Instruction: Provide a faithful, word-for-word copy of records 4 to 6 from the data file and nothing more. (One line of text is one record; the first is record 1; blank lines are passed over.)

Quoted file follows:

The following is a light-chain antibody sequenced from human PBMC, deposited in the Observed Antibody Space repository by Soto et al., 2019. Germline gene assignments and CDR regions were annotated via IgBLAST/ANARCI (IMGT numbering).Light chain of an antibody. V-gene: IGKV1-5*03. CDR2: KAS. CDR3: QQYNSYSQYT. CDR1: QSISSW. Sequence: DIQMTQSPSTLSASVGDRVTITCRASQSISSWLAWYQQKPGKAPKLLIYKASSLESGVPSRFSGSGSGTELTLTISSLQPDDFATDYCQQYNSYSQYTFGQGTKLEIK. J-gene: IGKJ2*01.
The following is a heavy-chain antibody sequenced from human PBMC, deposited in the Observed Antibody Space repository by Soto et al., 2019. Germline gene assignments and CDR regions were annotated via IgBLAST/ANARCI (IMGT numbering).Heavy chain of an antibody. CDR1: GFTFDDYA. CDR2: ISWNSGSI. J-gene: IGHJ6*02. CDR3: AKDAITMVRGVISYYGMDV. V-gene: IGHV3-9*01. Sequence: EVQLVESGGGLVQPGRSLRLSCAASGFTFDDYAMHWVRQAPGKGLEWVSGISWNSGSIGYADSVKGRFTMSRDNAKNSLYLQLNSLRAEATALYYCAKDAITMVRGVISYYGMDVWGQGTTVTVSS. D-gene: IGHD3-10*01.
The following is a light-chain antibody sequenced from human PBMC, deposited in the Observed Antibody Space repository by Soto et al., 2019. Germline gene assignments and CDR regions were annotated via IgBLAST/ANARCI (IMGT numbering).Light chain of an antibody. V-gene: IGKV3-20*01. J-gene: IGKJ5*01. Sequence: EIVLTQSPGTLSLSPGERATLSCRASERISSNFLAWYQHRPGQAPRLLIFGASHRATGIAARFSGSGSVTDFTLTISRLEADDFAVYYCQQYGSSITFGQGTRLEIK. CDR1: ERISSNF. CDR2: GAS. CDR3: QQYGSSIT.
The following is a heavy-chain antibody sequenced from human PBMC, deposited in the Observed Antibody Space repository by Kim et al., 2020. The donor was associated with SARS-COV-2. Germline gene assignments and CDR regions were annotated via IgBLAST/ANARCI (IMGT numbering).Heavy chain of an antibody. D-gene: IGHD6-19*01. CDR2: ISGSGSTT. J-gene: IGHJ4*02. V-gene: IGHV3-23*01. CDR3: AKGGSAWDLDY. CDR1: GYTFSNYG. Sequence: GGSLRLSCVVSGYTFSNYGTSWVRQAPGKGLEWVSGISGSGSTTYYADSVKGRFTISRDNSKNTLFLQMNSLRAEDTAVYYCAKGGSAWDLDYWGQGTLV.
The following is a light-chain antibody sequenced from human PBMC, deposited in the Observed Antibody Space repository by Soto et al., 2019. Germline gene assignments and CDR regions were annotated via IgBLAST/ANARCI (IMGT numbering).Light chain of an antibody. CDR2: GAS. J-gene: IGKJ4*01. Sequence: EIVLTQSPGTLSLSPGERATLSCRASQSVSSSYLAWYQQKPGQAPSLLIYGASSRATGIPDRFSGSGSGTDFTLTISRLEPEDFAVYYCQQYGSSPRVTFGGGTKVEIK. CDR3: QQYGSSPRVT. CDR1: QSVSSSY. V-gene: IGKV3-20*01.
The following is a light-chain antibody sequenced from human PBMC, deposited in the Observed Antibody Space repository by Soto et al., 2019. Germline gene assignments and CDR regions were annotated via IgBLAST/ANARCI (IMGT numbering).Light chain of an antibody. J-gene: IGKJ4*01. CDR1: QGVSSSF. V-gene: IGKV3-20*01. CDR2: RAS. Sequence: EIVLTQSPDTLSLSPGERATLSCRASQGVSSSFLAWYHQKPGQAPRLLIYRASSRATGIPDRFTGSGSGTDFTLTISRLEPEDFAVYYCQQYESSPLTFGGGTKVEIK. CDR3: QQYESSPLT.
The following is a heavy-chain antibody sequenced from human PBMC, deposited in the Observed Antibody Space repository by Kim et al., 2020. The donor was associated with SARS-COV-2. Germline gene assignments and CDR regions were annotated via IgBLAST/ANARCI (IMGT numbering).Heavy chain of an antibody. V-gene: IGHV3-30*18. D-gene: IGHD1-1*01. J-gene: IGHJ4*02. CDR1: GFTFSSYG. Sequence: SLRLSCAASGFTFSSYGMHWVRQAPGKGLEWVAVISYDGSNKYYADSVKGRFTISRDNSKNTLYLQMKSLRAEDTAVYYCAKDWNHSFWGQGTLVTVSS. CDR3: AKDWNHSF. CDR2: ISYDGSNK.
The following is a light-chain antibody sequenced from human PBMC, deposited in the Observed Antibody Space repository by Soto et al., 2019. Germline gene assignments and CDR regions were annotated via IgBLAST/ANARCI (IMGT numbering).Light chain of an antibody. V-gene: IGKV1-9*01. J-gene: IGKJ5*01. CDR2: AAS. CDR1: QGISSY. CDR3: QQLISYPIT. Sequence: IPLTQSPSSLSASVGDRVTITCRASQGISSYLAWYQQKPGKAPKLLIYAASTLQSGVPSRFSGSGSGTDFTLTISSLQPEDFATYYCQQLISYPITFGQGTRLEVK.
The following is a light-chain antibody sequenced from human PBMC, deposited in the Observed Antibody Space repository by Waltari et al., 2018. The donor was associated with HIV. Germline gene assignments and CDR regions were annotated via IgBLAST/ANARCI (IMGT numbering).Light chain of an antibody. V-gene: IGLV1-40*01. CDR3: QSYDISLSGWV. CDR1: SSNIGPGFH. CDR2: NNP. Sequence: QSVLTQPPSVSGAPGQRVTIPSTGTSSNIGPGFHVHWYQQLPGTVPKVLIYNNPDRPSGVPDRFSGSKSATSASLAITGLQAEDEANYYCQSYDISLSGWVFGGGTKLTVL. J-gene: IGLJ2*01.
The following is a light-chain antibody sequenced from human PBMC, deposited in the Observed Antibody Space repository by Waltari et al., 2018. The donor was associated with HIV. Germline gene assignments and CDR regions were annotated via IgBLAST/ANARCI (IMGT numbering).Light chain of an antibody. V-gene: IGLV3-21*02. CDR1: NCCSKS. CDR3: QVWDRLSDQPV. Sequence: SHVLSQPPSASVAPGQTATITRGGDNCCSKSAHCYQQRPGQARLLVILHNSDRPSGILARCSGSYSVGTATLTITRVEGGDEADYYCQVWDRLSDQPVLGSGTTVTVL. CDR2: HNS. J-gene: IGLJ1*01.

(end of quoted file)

The following is a heavy-chain antibody sequenced from human PBMC, deposited in the Observed Antibody Space repository by Kim et al., 2020. The donor was associated with SARS-COV-2. Germline gene assignments and CDR regions were annotated via IgBLAST/ANARCI (IMGT numbering).Heavy chain of an antibody. D-gene: IGHD6-19*01. CDR2: ISGSGSTT. J-gene: IGHJ4*02. V-gene: IGHV3-23*01. CDR3: AKGGSAWDLDY. CDR1: GYTFSNYG. Sequence: GGSLRLSCVVSGYTFSNYGTSWVRQAPGKGLEWVSGISGSGSTTYYADSVKGRFTISRDNSKNTLFLQMNSLRAEDTAVYYCAKGGSAWDLDYWGQGTLV.
The following is a light-chain antibody sequenced from human PBMC, deposited in the Observed Antibody Space repository by Soto et al., 2019. Germline gene assignments and CDR regions were annotated via IgBLAST/ANARCI (IMGT numbering).Light chain of an antibody. CDR2: GAS. J-gene: IGKJ4*01. Sequence: EIVLTQSPGTLSLSPGERATLSCRASQSVSSSYLAWYQQKPGQAPSLLIYGASSRATGIPDRFSGSGSGTDFTLTISRLEPEDFAVYYCQQYGSSPRVTFGGGTKVEIK. CDR3: QQYGSSPRVT. CDR1: QSVSSSY. V-gene: IGKV3-20*01.
The following is a light-chain antibody sequenced from human PBMC, deposited in the Observed Antibody Space repository by Soto et al., 2019. Germline gene assignments and CDR regions were annotated via IgBLAST/ANARCI (IMGT numbering).Light chain of an antibody. J-gene: IGKJ4*01. CDR1: QGVSSSF. V-gene: IGKV3-20*01. CDR2: RAS. Sequence: EIVLTQSPDTLSLSPGERATLSCRASQGVSSSFLAWYHQKPGQAPRLLIYRASSRATGIPDRFTGSGSGTDFTLTISRLEPEDFAVYYCQQYESSPLTFGGGTKVEIK. CDR3: QQYESSPLT.